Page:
A new view of weather and climate
It's well known by now that in the U.S., there is a gaping chasm between the mainstream scientific view of global climate change (it's happening, is likely largely manmade, and is a serious problem), and the views of about half of all Americans (it may or may not be happening, is probably natural, and is not something to be very worried about). Traditional media reports don't seem to be closing that gap, and communications experts in the social sciences have been proposing new avenues through which to convey climate change stories - ones that appeal to our emotional side rather than just our analytical side.
To that end, I recently toured a unique art show in Seattle, which opened during the annual meeting of the American Meteorological Society (AMS). The show, presented by the AMS and EcoArts Connections, offers new ways to engage with weather and climate information. It features not only your typical depictions of weather, such as cloud photographs, but also extremely imaginative representations of weather and climate phenomena, including a homemade and functional weather station comprised of blown glass and mixed media.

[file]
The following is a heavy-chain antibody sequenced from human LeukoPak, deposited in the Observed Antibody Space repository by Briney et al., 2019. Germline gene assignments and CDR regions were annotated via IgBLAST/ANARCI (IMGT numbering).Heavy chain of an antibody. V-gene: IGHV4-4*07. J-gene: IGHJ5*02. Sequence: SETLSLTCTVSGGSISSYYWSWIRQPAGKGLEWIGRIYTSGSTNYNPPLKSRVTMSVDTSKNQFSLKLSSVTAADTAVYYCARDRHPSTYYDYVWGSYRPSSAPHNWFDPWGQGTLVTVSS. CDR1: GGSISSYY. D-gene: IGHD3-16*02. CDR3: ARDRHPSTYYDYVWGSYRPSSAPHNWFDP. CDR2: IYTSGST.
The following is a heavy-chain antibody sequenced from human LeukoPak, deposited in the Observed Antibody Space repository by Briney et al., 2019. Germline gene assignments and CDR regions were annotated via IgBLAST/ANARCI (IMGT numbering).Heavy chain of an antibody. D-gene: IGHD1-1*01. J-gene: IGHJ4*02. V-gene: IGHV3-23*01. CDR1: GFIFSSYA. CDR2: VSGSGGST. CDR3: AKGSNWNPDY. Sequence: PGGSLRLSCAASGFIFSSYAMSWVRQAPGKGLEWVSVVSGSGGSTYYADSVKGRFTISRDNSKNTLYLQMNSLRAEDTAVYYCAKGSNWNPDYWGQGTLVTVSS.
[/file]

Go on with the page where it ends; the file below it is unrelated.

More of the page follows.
In an inspired twist, the show's organizers, including AMS staff, facilitated collaborations between Seattle-area artists and atmospheric scientists. One such collaboration, between Cecilia Bitz, an associate professor in the atmospheric sciences department at the University of Washington, and artist Scott Shuldt, resulted in an anorak - a weather-resistant jacket, which fits Bitz's frame - that is decorated with beadwork representations of her studies of Arctic climate change. The anorak includes the downward trendline of September Arctic sea ice extent (she refers to this as the Arctic's "pulse"), and various equations governing processes in the far north.
"For me," Shuldt says, "the inspiration isn't about the climate, it's about the scientist." For her part, Bitz says the anorak impresses her students, and captures the complexity of Arctic climate change. It's rather heavy to wear, though, she says.
The show provides a great example of how the arts can be an avenue through which to view climate and weather, one that should be utilized more frequently. As the show's organizers state: "The art here needn't convince us that it is "right." It will have accomplished something important if it helps us to think and feel about weather and climate in new ways."
"Forecast: Communicating Weather and Climate" runs through April 9 at the Washington State Convention Center. So if you find yourself in that neck of the woods, I highly recommend you check it out.
| February 18, 2011; 11:40 AM ET
Categories: Climate Change, Freedman, Latest, News & Notes
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